During the year a new concept, a “Show and Tell” evening, was successfully tried out and two such evenings were held during the year, namely in October 2005 and March 2006. Both evenings went well and interesting presentations were made by various members.

Once again, I am very grateful to both Rob Burrett and Meg Coates-Palgrave for their assistance in leading outings. Tom Muller gave his time each month to lead us in the Harare Botanic gardens with his usual humour and patience and a number of most interesting subjects were covered.

I continued to lead my 4th Saturday walks near Harare; I find I still get a lot of personal interest and satisfaction out of these.

The current membership, compared to previous years, is as follows:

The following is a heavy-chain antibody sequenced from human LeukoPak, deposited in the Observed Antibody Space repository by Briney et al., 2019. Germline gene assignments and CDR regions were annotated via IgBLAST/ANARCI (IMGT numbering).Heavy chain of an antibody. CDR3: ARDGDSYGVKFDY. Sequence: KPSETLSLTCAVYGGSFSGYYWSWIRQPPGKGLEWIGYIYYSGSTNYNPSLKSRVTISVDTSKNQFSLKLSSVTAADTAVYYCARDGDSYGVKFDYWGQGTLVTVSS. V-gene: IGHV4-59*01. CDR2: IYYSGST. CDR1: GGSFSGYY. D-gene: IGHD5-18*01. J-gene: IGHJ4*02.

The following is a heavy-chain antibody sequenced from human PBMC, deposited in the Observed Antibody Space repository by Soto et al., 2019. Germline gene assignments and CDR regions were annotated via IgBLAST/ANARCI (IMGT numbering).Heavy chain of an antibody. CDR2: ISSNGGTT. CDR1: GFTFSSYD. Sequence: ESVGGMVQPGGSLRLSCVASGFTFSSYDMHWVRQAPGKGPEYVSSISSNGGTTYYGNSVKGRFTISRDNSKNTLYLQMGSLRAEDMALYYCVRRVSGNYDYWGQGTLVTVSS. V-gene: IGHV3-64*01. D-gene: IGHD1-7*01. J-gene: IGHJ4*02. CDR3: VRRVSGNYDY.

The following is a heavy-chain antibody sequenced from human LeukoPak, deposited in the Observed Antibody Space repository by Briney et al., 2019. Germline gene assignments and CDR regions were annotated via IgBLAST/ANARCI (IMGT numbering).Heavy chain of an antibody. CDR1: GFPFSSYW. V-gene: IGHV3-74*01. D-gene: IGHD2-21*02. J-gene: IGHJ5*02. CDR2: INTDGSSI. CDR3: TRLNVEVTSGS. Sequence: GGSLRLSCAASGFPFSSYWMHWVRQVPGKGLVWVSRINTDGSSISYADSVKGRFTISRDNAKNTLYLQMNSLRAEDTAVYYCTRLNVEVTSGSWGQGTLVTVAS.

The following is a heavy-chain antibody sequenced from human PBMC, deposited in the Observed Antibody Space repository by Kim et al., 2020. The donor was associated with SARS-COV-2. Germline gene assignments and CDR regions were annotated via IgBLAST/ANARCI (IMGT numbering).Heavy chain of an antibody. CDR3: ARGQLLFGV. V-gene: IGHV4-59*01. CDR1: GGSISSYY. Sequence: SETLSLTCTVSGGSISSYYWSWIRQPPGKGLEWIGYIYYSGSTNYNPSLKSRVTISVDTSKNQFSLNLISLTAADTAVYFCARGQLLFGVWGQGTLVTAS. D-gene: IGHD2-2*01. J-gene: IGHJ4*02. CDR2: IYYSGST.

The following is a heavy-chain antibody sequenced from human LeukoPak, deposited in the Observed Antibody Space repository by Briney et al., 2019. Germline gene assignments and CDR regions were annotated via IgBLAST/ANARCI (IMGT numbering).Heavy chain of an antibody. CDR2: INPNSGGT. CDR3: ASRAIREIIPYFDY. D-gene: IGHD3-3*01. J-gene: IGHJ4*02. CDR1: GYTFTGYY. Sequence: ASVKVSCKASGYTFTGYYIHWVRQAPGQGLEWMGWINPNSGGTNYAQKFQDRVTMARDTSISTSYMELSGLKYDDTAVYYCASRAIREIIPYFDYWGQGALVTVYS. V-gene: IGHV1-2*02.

MEMBERSHIP     2006  2005  2004  2003  2002  2001  2000
Ordinary Members 127   167   159   158   188   204   218

Associate Members 5   5   5   7   14   14   14
Honorary Members 5   4   6   8   9   8   8
TOTAL 137   176   170   173   211   226   240

I would like to thank Linda for continually keeping the Twinarts emails up to date. This is a great source of new members.

We report with sadness the departure for the UK of Ann Bianchi, a long-standing member of the Society, with a wide knowledge of trees. We wish her well in her new home.

Tree Mapping
Work on the Tree Mapping scheme remains somewhat in abeyance because of a lack of a suitable computer.

Tree Life
Maureen produced and edited Tree Life, sourced articles and kept the Chairman writing articles, during the year. This is, as always, a major effort and I would like to thank her for all her hard work.

During the year, the number of printed Tree Life copies gradually reduced, thereby reducing costs.